Throw Away Your Guidebook
The Wayfarer’s Handbook is a guide to travel for people who don’t use travel guides. Sales of classic destination-specific travel guides by companies like Lonely Planet, Moon, and Frommer’s have plummeted, for two main reasons. For one, more up-to-date and customized information is often available for free online. Secondly, the idea of ending up in the same overrun places as all the other Western tourists – everyone turned to the same specific page of their guidebook itinerary – is a nightmare for many modern travelers. It makes perfect sense that the printed destination travel guide is a dying breed: the historical success of the genre was based on the idea that readers simply didn’t have many sources from which to get destination specific information. Now that the internet and convenient mobile technology are reaching the travel trails of distant countries, of course people are taking advantage. Travelers have been desperate to diversify for years, but simply haven’t had any other choice until now.
Though the slow demise of the printed destination travel guide is a natural casualty of the internet age, it has created a vacuum in the travel book market. While these travel guides are mostly filled with the location-specific recommendations for which people now use the internet, they also often contain tidbits of advice, cultural insight, helpful reference information, or travel philosophy that is often not being effectively replicated on websites like Wikitravel. The internet, replete with color pictures and up-to-the-minute information, is becoming so effective at providing any type of traveler, from surfing hippie to bird-watching grandmother, with information about where to go that it’s becoming difficult for any book to realistically compete. But the information on those websites is almost always purely geographical. It does nothing to enlighten or inspire the traveler, instead it simply points them in a certain direction. That is what’s being lost in the digitalization of guidebook data: the advice, reference information, history, trivia, and general miscellany sprinkled throughout the guidebook about the act of travel itself.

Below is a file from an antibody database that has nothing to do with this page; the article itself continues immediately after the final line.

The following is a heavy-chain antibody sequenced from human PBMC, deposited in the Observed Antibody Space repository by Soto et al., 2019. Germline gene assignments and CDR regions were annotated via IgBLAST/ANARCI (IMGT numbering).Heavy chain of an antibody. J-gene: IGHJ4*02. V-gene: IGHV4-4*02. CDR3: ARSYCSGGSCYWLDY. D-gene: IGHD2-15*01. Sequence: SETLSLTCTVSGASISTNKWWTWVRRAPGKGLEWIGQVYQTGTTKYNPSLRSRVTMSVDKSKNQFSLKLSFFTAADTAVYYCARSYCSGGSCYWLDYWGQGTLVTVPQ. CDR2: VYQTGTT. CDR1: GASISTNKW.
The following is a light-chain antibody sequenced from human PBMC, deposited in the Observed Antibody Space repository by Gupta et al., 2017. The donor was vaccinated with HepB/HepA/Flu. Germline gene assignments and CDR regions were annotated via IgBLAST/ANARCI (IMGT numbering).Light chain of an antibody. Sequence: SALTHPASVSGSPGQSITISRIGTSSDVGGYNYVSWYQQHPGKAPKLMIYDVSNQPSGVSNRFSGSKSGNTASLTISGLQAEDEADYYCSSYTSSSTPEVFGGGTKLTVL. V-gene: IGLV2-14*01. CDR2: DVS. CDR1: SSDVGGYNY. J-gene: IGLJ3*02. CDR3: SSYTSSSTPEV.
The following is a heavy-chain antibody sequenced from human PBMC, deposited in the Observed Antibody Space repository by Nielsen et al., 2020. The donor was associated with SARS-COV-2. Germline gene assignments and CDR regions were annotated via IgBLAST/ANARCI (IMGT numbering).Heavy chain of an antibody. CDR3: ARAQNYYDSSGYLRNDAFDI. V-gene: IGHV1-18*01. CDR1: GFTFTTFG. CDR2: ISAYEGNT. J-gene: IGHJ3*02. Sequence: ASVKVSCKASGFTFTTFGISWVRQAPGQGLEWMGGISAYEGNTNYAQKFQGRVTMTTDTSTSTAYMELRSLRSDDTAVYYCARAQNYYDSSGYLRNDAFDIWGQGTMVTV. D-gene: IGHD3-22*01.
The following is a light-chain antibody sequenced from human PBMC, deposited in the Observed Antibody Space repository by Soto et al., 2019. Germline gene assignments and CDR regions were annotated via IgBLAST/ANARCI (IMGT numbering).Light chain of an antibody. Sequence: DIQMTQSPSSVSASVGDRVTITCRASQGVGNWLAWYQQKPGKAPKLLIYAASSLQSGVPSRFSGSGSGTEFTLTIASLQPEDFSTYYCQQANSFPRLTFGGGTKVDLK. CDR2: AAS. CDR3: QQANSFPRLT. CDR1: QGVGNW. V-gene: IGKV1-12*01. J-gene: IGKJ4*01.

That is where The Wayfarer’s Handbook comes in. It is a thoroughly modern resource for all the information a traveler needs on travel itself, without wasting any space on the fool’s errand of trying to tell readers where they should go. It rejects the very idea of a strict itinerary, instead advising travelers that talking with other travelers and being open-minded are the best ways to have truly unique experiences. It’s not a guide to anywhere – it’s a guide to everywhere; showing readers that with the right attitude and some basic knowledge, they can create their own personal, spontaneous path through the world and be constantly surprised by the things that they encounter.
Furthermore, The Wayfarer’s Handbook embraces the internet as the excellent travel resource that it is. Many travelers today carry some kind of internet-connected phone or laptop and The Wayfarer’s Handbook is written with this type of technology-equipped traveler in mind. It is designed as a companion resource to the one travel guide that every modern traveler actually uses: the internet. This is a book meant to be used in conjunction with the latest technology, rather than in spite of it.
Bulky, rarely-used Lonely Planets are slowly disappearing from traveler’s bags around the world and no book on the market today can make a strong case to replace them. The Wayfarer’s Handbook is that book. Information on destinations, the very value of which depends on it being both current and highly personalized, has logically moved online. But relevant information on the art of travel, which was once also partially provided by travel guides, has not followed such a clear cut evolutionary path. This has resulted in a unique opportunity for a book to advise, entertain, and inform modern travelers about the journey itself.